Associations between dietary factors, lung function and bronchial responsiveness in middle-aged and older Australians
AuthorByrne, Stephanie Miriam
AffiliationMelbourne School of Population and Global Health
Document TypePhD thesis
Access StatusOpen Access
© 2020 Stephanie Miriam Byrne
Studies of relationships between dietary factors, lung function and bronchial responsiveness (BR) are limited and findings inconsistent. My aim was to investigate these relationships in middle-aged and older adults. A secondary aim was to identify a more suitable statistical method to assess factors associated with BR and compare its findings to those from the common regression model of the log-transformed dose-response slope (logDRS). I used data from two cross-sectional studies – the Tasmanian Longitudinal Health Study (TAHS) 2010 follow-up and the Chronic Obstructive Pulmonary Disease (COPD) Study. The TAHS is a respiratory study of Tasmanian school children born in 1961. In 2010-2012, an asthma and bronchitis enriched subsample completed spirometry, a methacholine challenge and a questionnaire. I used a linear mixed model (LMM) to examine “known” predictors of BR and compared the findings to those from regression of the logDRS. I used multivariable linear regression to investigate associations between fruit and vegetable intakes and lung function and LMMs to examine associations with BR. The COPD study is a population-based cross-sectional study of adults aged 45-69 years living in inner south-east Melbourne. A random subsample completed spirometry, a methacholine challenge, and questionnaires including a semi-quantitative food frequency questionnaire. I derived dietary patterns from nutrient intakes using principal component analysis and calculated an energy-adjusted dietary inflammatory index (E-DII) as a measure of the inflammatory potential of the diet. I examined associations between these dietary factors and lung function and BR using linear regression and LMMs, respectively. I explored sex, BMI, smoking, asthma status and atopy as effect modifiers of these associations. Results from the LMM differed to those from regression of the logDRS. In particular, sex predicted BR in the regression model but not the LMM. I found relationships between several dietary factors and lung function in those with current asthma only. In this group, higher vegetable intake, higher intakes of a “high potassium & magnesium” dietary pattern, indicating a diet high in fruits, vegetables and wholegrains, and higher intakes of a “low calcium & sugars” dietary pattern, indicating a diet high in vegetables and low in sugar and dairy products, were associated with better lung function. A higher E-DII, indicating a more proinflammatory diet high in animal products and low in fruits and vegetables, was associated with poorer lung function. I also found higher fruit intake was associated with increased BR. Conversely, in those with current asthma, higher scores for several dietary patterns were associated with less BR. In conclusion, I demonstrated results from an LMM can differ to those from regression of the logDRS, and recommend using the LMM to investigate factors associated with BR. My findings suggest a diet low in animal products and high in fruit, vegetables and wholegrains may be beneficial for lung function in adults with asthma. Therefore, a dietary modification program in this group may improve lung function and reduce the prevalence and severity of asthma and COPD. However, further studies are needed to establish causality of the diet-lung function associations and clarify relationships with BR.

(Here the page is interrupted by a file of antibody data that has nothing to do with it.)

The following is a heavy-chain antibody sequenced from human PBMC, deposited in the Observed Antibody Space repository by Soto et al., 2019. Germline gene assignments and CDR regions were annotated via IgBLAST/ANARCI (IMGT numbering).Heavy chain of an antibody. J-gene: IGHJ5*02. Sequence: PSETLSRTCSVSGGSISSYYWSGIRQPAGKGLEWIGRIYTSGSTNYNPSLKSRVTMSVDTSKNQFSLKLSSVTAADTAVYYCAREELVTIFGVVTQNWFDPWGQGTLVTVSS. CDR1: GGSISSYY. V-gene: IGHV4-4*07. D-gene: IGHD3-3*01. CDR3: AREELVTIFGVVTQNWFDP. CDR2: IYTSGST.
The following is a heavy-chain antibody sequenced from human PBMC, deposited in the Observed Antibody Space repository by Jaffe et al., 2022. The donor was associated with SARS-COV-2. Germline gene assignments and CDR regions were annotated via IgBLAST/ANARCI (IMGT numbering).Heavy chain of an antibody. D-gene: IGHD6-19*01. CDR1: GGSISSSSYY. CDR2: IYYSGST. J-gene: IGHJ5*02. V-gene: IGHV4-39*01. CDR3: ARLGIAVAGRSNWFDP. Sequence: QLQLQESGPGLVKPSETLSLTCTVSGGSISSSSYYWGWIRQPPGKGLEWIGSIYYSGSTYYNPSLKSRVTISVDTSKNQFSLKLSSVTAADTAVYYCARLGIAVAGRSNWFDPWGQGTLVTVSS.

Keywordsfruit; vegetables; bronchial hyperresponsiveness; linear mixed model; diet; nutrition; dietary patterns; dietary inflammatory index; lung function; forced expired volume in one second; forced vital capacity; bronchial responsiveness
- Click on "Export Reference in RIS Format" and choose "open with... Endnote".
- Click on "Export Reference in RIS Format". Login to Refworks, go to References => Import References